The anammoxosome and energy metabolism
The anammoxosome is hypothesized to constitute the power station of the anammox cell. As already pointed out, there is compelling evidence for such a role: Major part of cytochrome c proteins is present in close proximity to the inner rim of the anammoxosome membrane, the HAO-like kustc1061 and HZS are specifically present inside the organelle, and most of ATPase-1 can be detected at its membrane (see above and Neumann et al., 2011). Still, conclusive evidence will only come from the isolation of the anammoxosomes and the demonstration that the conversion of ammonium and nitrite in these organelles results in the generation of pmf. This will be a formidable task, requiring dedicated methods to peel off the cell wall and outer membrane layers one by one.
If the anammoxosome is the power plant, the straightforward question is: For what purpose do these microorganisms place their bioenergetic machinery inside this organelle? With the current state of our knowledge, an answer can only be speculative. Denitrifying bacteria reduce nitrate to N2 via nitrite, NO, and N2O. Except for nitrate reduction by the nitrate reductase (Nar) system, all reactions reside at the periplasm, which represents the p-side of the chemiosmotic system (Richardson, 2000; Simon, 2002; Simon et al., 2008; Kraft et al., 2011). Nitrite, NO, and N2O reduction by themselves do not contribute to pmf generation, except when electron transfer in these reactions proceeds via the bc1 complex. Nevertheless, the high catalytic activities of these reductases enable the organisms to metabolize at high rate, which results in rapid growth. In contrast, anammox bacteria have to deal with the very sluggish HZS, and they have to express this enzyme at high levels to achieve appreciable metabolic activity. The periplasmic space presumably would not be sufficient to harbor the required amount of enzyme. Next, when localized at the periplasm, the enzymes are exposed to a large surface where intermediates can diffuse out. Indeed, it is well known that denitrifying bacteria release significant amounts of NO and N2O, especially during metabolic shifts as a result of environmental changes (pH, aerobic–anaerobic transitions) (Betlach & Tiedje, 1981; Baumann et al., 1996, 1997; Otte et al., 1996; Saleh-Lakha et al., 2009). These microorganisms may cope with these losses because they metabolize very rapidly and NO and N2O conversions contribute relatively little to energy conservation. However, for anammox bacteria, such a loss of intermediates would be detrimental. The ‘simple’ solution is the containment of the catabolism within a special organelle. Curvature of the membrane system provides extra space for respiratory enzymes, whereas NO and hydrazine that escape from the anammoxosome can partly diffuse back into the organelle. Membranes are the barriers for the passage of charged compounds even as small as protons, but with a flaw. Protons passively diffuse through the membrane at a certain rate, independent of the metabolic activity of the cell, thus dissipating the pmf. In mitochondria that operate at a high rate, leakage accounts for an estimated 10% energy loss (Haines, 2001). Again, this would also be detrimental for the slowly metabolizing anammox bacteria. Obviously, densely packed ladderanes might raise a better barrier to proton, NO, or hydrazine leakage than common lipids. Nevertheless, the finding that those intermediates can be detected outside the cell indicates that ladderanes are not perfect. Moreover, cell aggregation could also be beneficial, allowing anammox bacteria to share residual losses with their companions in the biofilm.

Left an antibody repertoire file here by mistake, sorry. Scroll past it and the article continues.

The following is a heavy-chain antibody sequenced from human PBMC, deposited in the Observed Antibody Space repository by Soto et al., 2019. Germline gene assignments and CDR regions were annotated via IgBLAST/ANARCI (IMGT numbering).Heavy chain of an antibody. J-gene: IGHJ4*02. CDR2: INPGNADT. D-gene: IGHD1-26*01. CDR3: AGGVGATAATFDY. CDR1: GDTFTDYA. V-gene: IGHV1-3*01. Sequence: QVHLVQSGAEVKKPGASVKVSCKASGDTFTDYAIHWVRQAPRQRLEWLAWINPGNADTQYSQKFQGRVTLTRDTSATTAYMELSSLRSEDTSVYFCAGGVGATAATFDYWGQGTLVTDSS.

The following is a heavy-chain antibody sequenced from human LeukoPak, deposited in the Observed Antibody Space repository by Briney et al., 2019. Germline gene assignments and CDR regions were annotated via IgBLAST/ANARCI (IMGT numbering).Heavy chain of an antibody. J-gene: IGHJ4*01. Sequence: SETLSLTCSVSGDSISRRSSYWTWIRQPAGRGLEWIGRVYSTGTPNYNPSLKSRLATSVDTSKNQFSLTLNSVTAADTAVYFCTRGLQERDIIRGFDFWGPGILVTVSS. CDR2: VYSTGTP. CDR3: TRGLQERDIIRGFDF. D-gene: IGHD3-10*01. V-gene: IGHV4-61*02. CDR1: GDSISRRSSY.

Substrate uptake and substrate trafficking
Anammox bacteria have to acquire their substrates, ammonium and nitrite in particular, from environments where the concentrations are generally low. CO2/bicarbonate as the sole carbon source is sufficiently present in most anaerobic systems, but it still has to be taken up. Nitrate is subjected to export or import depending on its role in the metabolism. The anammox cell is layered by three membrane systems. Consequently, substrates will pass two or three membrane layers to be used in anabolic (cytoplasm) or catabolic (anammoxosome) reactions, respectively. Considering that transcription and translation occur in the cytoplasm (‘riboplasm’), inherent problems are the proper sorting toward the anammoxosome or the other membrane systems, and the correct topological orientation of membrane-bound transport systems. Anammox bacteria possess the common bacterial set of protein export systems: the sec-translocon for the translocation of proteins that typically have a cleavable N-terminal TMH and the tat-translocon (Medema et al., 2010). Cleavage of the N-terminal leader is performed by type I signal peptidase that serves both the sec and tat translocons (Auclair et al., 2012). The encoding gene and all other components of the sec and tat systems are found as single copies in the K. stuttgartiensis genome. Next, genes encoding type II and type IV signal peptidases are detectable in the genome, also as single copies. Their presence suggests additional transport systems for subsets of proteins including those that are located extracellularly (Paetzel et al., 2002). The peptidases recognize specific amino acids in the N- or sometimes C-terminal region for cleavage. Despite detailed analyses, Medema et al. (2010) were unable to detect any features that could be related to targeting toward the anammoxosome or cytoplasmic membranes.